The Mixed Politics of “The Dark Knight”: Anti-Occupy Critique or Attack on the 1%?

The Mixed Politics of "The Dark Knight": Anti-Occupy Critique or Attack on the 1%?
The Mixed Politics of "The Dark Knight": Anti-Occupy Critique or Attack on the 1%?

The reviews are in, and just as I suspected, the politics of “The Dark Knight Rises” are all over the map, with Christopher Nolan’s morally ambiguous, maverick perspective bringing a mixed bag of ideologies that are difficult to parse. On one end of the spectrum, the Dark Knight is a caper crusader out to restore the order of the markets, the existing hegemonies of the capitalist world and a harsh critique of the anarchist collectives that drove the spirit of the Occupy Movement; on the other, it is a direct attack on the privileged, corrupt and ineffectual 1%.

As Newsweek’s Will Broker notes, “Batman’s new nemesis, Bane (Tom Hardy), is literally a mass of muscle, a one-man mob, but his real threat is that he’s the charismatic leader of a collective. He leads a crowd; he inspires and commands followers.”

In Variety’s review of the film, Justin Change adds that Bane’s men create mass chaos — not unlike the way Fox News has depicted the mission of Occupy: “Social structures collapsing; anarchy ensues as prisoners are released en masse, and various legal, political and financial chieftains are made to answer for their alleged crimes against the underclass.”

On the other hand, even if this sounds like a demonization of those seeking corrections to the current corrupt capitalist system, the film also conveys just the opposite. As Chang writes, “All in all, the picture impressively conveys a seething vision of urban anxiety that speaks to such issues as the greed and complacency of the 1% [and] the criminal neglect of the poor and oppressed.”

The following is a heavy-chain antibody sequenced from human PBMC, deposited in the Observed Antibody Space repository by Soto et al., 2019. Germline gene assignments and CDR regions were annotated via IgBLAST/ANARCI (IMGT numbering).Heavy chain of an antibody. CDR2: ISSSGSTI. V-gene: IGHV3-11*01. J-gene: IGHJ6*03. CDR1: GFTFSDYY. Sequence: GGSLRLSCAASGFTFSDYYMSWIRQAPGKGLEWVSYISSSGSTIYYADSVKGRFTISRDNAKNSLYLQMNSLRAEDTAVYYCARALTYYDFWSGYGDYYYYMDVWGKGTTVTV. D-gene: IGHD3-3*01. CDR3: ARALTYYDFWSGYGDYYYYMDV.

Broker suggest the same: “Batman/Bruce Wayne starts to look like a privileged 1 percenter, a bourgeois capitalist facing an angry city. There’s a storm coming, Selina Kyle warns him,’“and when it hits, you’re all gonna wonder how you could live so large and leave so little for the rest of us.’”

So which is it: Is the film out to critique Occupiers or the Oppressors? Anarchist collectives or the privileged elite? Is the CEO of Wayne Enterprises just another one-percenter out of touch with the people, or is he, in fact, part of his own gang of psychopaths and outsiders, in tune with the needs of the under-class?

Like most Hollywood products, the answer is probably both at the same time.

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